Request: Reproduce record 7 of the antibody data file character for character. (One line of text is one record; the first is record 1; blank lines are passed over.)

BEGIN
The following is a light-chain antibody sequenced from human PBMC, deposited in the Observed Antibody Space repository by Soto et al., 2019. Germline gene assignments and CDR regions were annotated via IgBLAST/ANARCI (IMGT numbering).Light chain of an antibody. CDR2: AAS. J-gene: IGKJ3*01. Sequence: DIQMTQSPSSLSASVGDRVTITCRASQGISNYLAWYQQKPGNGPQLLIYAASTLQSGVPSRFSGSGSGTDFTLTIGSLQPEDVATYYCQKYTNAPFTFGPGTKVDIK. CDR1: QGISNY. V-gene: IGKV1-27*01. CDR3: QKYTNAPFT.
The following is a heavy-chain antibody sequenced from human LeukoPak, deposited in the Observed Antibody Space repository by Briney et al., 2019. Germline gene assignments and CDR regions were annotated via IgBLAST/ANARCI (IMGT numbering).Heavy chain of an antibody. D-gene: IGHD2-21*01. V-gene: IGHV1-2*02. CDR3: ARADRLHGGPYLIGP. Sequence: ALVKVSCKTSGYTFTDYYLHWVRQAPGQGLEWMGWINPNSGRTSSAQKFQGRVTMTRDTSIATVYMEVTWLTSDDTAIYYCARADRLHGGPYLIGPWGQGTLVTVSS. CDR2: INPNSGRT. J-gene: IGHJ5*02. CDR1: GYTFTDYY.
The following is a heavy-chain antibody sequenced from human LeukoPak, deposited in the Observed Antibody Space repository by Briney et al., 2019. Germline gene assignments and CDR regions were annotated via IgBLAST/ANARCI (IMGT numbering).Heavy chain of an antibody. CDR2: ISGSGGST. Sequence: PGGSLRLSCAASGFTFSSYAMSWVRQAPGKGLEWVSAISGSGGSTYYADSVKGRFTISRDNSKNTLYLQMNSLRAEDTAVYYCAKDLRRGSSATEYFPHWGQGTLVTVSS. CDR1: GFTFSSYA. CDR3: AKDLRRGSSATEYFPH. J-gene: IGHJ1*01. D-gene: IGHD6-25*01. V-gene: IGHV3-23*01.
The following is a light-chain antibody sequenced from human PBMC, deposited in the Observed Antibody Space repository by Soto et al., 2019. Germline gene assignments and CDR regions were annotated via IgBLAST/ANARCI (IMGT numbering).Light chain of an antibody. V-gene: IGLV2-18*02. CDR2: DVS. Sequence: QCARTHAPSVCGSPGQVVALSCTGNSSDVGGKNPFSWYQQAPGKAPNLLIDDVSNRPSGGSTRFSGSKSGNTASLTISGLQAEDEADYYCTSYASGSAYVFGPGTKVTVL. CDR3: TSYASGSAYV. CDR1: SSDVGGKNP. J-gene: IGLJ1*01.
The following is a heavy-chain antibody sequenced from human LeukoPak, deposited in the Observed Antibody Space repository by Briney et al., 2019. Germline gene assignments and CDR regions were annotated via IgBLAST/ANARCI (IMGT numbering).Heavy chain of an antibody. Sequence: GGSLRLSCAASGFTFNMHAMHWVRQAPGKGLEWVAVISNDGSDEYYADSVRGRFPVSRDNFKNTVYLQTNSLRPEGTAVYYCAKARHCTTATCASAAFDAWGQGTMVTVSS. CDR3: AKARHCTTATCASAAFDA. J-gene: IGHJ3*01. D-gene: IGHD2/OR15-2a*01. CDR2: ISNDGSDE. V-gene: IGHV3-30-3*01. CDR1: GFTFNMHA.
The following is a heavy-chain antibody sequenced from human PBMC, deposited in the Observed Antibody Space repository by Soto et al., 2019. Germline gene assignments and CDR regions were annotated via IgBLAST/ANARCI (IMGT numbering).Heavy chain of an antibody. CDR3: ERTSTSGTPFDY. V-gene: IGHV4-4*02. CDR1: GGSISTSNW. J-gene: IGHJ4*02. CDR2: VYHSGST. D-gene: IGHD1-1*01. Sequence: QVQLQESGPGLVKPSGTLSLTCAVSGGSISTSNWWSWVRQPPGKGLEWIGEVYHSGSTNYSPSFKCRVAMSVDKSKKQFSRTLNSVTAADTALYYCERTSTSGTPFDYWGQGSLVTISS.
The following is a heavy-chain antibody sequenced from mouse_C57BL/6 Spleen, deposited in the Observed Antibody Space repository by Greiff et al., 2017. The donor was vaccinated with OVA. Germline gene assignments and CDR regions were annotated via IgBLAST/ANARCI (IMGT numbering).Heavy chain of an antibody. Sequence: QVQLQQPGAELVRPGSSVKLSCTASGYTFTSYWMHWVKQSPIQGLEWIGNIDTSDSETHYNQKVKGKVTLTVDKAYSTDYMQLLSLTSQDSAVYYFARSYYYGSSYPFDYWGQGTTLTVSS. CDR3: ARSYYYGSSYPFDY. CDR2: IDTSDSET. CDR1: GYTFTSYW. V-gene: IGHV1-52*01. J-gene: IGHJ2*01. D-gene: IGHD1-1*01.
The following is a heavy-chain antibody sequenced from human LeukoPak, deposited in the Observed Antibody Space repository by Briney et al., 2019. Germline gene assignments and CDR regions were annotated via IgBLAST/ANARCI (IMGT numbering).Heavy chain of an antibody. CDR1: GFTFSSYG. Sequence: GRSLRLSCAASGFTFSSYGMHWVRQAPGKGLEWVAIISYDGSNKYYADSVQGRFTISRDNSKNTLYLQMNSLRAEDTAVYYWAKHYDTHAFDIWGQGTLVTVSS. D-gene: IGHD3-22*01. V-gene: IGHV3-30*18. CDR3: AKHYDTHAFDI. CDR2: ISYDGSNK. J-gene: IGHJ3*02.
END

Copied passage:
The following is a heavy-chain antibody sequenced from mouse_C57BL/6 Spleen, deposited in the Observed Antibody Space repository by Greiff et al., 2017. The donor was vaccinated with OVA. Germline gene assignments and CDR regions were annotated via IgBLAST/ANARCI (IMGT numbering).Heavy chain of an antibody. Sequence: QVQLQQPGAELVRPGSSVKLSCTASGYTFTSYWMHWVKQSPIQGLEWIGNIDTSDSETHYNQKVKGKVTLTVDKAYSTDYMQLLSLTSQDSAVYYFARSYYYGSSYPFDYWGQGTTLTVSS. CDR3: ARSYYYGSSYPFDY. CDR2: IDTSDSET. CDR1: GYTFTSYW. V-gene: IGHV1-52*01. J-gene: IGHJ2*01. D-gene: IGHD1-1*01.